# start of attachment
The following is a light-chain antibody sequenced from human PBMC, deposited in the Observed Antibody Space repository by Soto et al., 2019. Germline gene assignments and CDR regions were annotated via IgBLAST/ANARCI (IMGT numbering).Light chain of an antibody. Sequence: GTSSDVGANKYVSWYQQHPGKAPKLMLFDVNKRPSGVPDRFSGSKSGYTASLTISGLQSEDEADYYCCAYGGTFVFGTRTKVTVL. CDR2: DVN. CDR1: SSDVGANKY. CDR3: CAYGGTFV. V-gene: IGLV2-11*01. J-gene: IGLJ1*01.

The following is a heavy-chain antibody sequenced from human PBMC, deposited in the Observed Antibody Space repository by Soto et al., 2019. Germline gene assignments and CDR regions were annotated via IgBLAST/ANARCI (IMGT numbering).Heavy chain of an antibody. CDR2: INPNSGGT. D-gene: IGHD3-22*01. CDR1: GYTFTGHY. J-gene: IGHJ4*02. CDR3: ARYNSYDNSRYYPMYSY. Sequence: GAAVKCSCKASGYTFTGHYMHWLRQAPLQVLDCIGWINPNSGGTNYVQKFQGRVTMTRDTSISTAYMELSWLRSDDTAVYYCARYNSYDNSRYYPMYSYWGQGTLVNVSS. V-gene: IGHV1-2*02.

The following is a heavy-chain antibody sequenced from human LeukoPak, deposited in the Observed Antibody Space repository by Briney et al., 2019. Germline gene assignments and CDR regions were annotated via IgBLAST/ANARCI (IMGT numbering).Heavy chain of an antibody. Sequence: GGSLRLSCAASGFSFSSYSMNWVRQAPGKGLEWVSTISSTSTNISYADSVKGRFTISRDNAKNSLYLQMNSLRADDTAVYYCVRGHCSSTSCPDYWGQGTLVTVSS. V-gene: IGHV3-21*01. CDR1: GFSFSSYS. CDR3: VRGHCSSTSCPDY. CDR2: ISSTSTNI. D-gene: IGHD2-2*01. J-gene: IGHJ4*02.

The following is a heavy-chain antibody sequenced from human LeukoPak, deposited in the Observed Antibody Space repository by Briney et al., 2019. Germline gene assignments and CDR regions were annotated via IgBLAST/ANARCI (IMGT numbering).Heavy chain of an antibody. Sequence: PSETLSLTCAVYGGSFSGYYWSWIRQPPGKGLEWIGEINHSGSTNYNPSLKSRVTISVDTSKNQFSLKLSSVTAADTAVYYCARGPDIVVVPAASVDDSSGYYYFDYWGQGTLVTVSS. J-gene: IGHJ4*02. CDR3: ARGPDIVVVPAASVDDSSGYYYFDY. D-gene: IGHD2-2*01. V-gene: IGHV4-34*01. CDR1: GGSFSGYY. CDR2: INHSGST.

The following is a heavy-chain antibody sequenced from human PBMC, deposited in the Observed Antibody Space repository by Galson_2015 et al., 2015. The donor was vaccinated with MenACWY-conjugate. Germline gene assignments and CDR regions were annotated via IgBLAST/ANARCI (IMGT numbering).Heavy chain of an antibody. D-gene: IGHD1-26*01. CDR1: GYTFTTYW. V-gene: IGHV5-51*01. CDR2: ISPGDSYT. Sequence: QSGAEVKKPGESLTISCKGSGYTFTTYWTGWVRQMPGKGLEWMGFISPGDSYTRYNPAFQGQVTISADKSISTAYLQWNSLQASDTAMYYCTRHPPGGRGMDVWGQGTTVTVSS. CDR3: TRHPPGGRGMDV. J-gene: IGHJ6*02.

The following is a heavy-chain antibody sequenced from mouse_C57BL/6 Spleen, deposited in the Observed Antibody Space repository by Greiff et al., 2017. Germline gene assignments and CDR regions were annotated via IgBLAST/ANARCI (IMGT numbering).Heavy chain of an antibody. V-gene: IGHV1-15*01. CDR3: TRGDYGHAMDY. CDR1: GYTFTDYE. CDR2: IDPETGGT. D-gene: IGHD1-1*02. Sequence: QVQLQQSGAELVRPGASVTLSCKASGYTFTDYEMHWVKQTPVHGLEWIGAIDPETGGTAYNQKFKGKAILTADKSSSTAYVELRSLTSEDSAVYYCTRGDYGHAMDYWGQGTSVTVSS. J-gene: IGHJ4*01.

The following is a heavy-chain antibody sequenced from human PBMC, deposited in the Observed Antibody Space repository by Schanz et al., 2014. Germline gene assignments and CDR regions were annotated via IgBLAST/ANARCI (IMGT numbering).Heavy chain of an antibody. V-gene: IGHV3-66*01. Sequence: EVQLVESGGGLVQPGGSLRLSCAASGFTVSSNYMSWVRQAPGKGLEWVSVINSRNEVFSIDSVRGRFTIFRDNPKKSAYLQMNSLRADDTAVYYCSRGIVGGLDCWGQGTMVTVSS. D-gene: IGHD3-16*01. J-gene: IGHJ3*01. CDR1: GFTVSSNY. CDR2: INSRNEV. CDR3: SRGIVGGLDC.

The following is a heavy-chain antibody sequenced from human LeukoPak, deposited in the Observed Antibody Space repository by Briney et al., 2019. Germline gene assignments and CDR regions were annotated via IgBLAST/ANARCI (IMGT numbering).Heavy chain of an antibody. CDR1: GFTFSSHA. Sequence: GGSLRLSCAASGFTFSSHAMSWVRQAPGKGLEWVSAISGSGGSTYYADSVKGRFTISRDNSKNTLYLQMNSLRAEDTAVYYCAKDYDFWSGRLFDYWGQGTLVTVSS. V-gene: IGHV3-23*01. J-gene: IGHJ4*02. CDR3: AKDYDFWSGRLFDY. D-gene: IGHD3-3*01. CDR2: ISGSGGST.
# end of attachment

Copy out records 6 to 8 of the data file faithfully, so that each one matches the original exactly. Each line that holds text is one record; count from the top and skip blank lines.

The following is a heavy-chain antibody sequenced from mouse_C57BL/6 Spleen, deposited in the Observed Antibody Space repository by Greiff et al., 2017. Germline gene assignments and CDR regions were annotated via IgBLAST/ANARCI (IMGT numbering).Heavy chain of an antibody. V-gene: IGHV1-15*01. CDR3: TRGDYGHAMDY. CDR1: GYTFTDYE. CDR2: IDPETGGT. D-gene: IGHD1-1*02. Sequence: QVQLQQSGAELVRPGASVTLSCKASGYTFTDYEMHWVKQTPVHGLEWIGAIDPETGGTAYNQKFKGKAILTADKSSSTAYVELRSLTSEDSAVYYCTRGDYGHAMDYWGQGTSVTVSS. J-gene: IGHJ4*01.

The following is a heavy-chain antibody sequenced from human PBMC, deposited in the Observed Antibody Space repository by Schanz et al., 2014. Germline gene assignments and CDR regions were annotated via IgBLAST/ANARCI (IMGT numbering).Heavy chain of an antibody. V-gene: IGHV3-66*01. Sequence: EVQLVESGGGLVQPGGSLRLSCAASGFTVSSNYMSWVRQAPGKGLEWVSVINSRNEVFSIDSVRGRFTIFRDNPKKSAYLQMNSLRADDTAVYYCSRGIVGGLDCWGQGTMVTVSS. D-gene: IGHD3-16*01. J-gene: IGHJ3*01. CDR1: GFTVSSNY. CDR2: INSRNEV. CDR3: SRGIVGGLDC.

The following is a heavy-chain antibody sequenced from human LeukoPak, deposited in the Observed Antibody Space repository by Briney et al., 2019. Germline gene assignments and CDR regions were annotated via IgBLAST/ANARCI (IMGT numbering).Heavy chain of an antibody. CDR1: GFTFSSHA. Sequence: GGSLRLSCAASGFTFSSHAMSWVRQAPGKGLEWVSAISGSGGSTYYADSVKGRFTISRDNSKNTLYLQMNSLRAEDTAVYYCAKDYDFWSGRLFDYWGQGTLVTVSS. V-gene: IGHV3-23*01. J-gene: IGHJ4*02. CDR3: AKDYDFWSGRLFDY. D-gene: IGHD3-3*01. CDR2: ISGSGGST.